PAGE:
Q: What’s turning my rose leaves into skeletons?
Kathy M., San Luis Obispo
A: Those raggedy, semi-transparent leaves ruining the appearance of your rose bushes are likely evidence of bristly rose slugs — the black-to-pale-green larvae of the sawfly. The younger caterpillar-like larvae skeletonize the leaf undersides, while more mature larvae finish the job by chewing large holes in the leaves.
Starting in spring, watch for the appearance of shiny black adult sawflies. These stingless wasps are so named for the female’s saw-toothed egg-laying appendage. She uses these to make cuts along rose leaf edges, inserting a single egg in each pocket. Sawflies produce up to six generations annually, with the last one overwintering as pupae in the soil.
The damage that rose slugs cause is not only unsightly, but the pests’ leaf feeding strips the green chlorophyll from the foliage, diminishing the rose’s ability to photosynthesize and potentially weakening the plant.
Manage small infestations by pruning out infected leaves and picking off and killing the pests. You also can try hosing off rose slugs with a strong blast of water. Just remember to use the hose method in the early morning to allow foliage to dry before nightfall. Lingering wet foliage can introduce fungal infections such as mildew and rust.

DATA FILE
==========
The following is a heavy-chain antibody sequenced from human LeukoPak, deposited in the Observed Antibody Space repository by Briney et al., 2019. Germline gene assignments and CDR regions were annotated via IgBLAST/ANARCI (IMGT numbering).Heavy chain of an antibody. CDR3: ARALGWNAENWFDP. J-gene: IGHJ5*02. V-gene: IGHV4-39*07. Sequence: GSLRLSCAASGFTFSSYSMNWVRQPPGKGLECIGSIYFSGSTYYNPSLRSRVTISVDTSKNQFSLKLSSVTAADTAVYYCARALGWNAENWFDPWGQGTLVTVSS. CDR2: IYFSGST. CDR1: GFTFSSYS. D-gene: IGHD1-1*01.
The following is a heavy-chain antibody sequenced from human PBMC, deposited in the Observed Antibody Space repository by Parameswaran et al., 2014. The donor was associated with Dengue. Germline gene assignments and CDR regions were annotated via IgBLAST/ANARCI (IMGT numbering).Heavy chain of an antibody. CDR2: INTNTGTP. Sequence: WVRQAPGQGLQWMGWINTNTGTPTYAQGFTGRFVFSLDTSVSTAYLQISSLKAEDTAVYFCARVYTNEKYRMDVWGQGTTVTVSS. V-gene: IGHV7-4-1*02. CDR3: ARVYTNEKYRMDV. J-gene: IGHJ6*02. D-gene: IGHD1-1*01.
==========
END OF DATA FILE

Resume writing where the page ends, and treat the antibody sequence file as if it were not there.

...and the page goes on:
If needed, spray heavy rose slug infestations with an insecticidal soap or spinosad, making sure to coat both sides of leaves. Insecticidal soaps kill only the rose slugs they come in direct contact with, while spinosad must be injested by the insect. So it may be necessary to do more applications throughout the warm growing season as long as the pests are present.
It is important to avoid using broad-spectrum insecticides to control sawflies and rose slugs since they also indiscriminately kill the many beneficial predators such as parasitic wasps and predaceous beetles that help control the pests.
By regularly inspecting your rose bushes for pests and diseases and eliminating any problems early, you’ll likely enjoy many months of healthy plants and beautiful, fragrant blooms.
Leslie E. Stevens is a UCCE Master Gardener.
Got a gardening question?
In San Luis Obispo call 781-5939, Arroyo Grande, 473-7190 and Templeton, 434-4105. Visit us at http://ucanr.org/sites/mgslo/ or email us at firstname.lastname@example.org. Follow us on Instagram at slo_mgs and like us on Facebook. Informative garden workshops are held the third Saturday of every month, 10 a.m. to noon at 2156 Sierra Way, San Luis Obispo. Garden docents are available after the workshop until 1 p.m. To request a tour of the garden, call 781-5939.